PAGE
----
This weekend’s terrorist incidents in London have put Britain on edge, coming as they did not long after the suicide bombing of an Ariana Grande concert late last month in Manchester, England. Both attacks were carried out by terrorists inspired by the Islamic State.
However, despite these and other recent high-profile attacks in France, fewer people have died this decade because of terrorism in Western Europe than over comparative periods during the 1970s and 1980s. The Facebook page Facts Over Fear, which specializes in data journalism, puts the numbers into perspective:
There were 3 deaths, each one a tragedy. But, the odds of any one person in London being killed is one out every 2.8666 million. I don’t panic when friends go driving, but the chances of being killed in a car accident is astronomical compared to the chances of dying in a terror attack: 1 out 5,000.
I suppose all my London friends climbed into bed and at least tried to get a night’s sleep.That was more dangerous than being in London during the attack. The odds of falling out of bed and being killed is 1 in 2 million. Much more dangerous is taking a bath where the odds of drowning are 1 in 840,000—I’m having my tub removed and just putting a shower in, but lets not discuss the odds of slipping.
Allegedly you have a better chance of becoming a movie star than of being killed by terrorists: movie star odds 1 in 1,500,000.
In the ’70s and ’80s, Western Europe was under attack from various movements inspired by communist ideology. These radical leftists, who often cooperated with state actors such as Libya, bombed and assassinated dozens every year. Their groups were ultimately defeated by the use of smart law enforcement and by addressing the grievances of those who were most susceptible to terrorism recruitment.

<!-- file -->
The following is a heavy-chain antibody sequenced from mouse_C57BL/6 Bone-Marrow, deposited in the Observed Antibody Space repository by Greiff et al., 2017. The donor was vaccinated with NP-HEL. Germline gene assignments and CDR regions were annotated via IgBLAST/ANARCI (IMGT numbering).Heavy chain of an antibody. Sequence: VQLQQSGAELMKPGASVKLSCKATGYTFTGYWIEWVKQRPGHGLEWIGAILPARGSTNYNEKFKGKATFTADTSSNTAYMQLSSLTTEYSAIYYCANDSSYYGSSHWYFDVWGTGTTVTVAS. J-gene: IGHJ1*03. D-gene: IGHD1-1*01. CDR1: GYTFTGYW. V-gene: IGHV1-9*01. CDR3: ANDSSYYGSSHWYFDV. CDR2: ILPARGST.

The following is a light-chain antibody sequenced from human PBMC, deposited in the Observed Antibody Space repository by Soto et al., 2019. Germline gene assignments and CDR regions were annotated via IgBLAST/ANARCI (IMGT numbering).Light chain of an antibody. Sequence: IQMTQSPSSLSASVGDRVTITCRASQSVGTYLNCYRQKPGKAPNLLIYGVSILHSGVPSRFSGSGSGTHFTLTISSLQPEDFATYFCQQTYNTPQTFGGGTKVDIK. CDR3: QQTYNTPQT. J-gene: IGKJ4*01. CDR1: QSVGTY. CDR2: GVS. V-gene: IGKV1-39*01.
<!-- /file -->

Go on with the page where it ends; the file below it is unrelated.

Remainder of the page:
Today, it seems these attacks are the final death throes of the Islamic State. Using “lone wolves,” meaning single attackers inspired by social media, is the only way ISIS can strike at Western countries. The reason for that is that the terrorist group is dying.
Currently, ISIS has lost all but one stronghold in Iraq and that final holdout, the city of Mosul, is under attack by Iraqi security forces. ISIS is also losing ground in Syria, where its capital city of Raqqa is under threat from U.S.-backed Syrian rebels.
Every attack is atrocious and cannot be condemned enough. But it is also necessary to put these attacks in context. Far from representing an existential threat, Islamic terrorist strikes are acts of desperation. European countries shouldn’t overreact. They should address the grievances of their Muslim populations, and most of all not alter their lives out of fear.
Statistically, Europe has survived much worse. They will outlast the death throes of ISIS, too.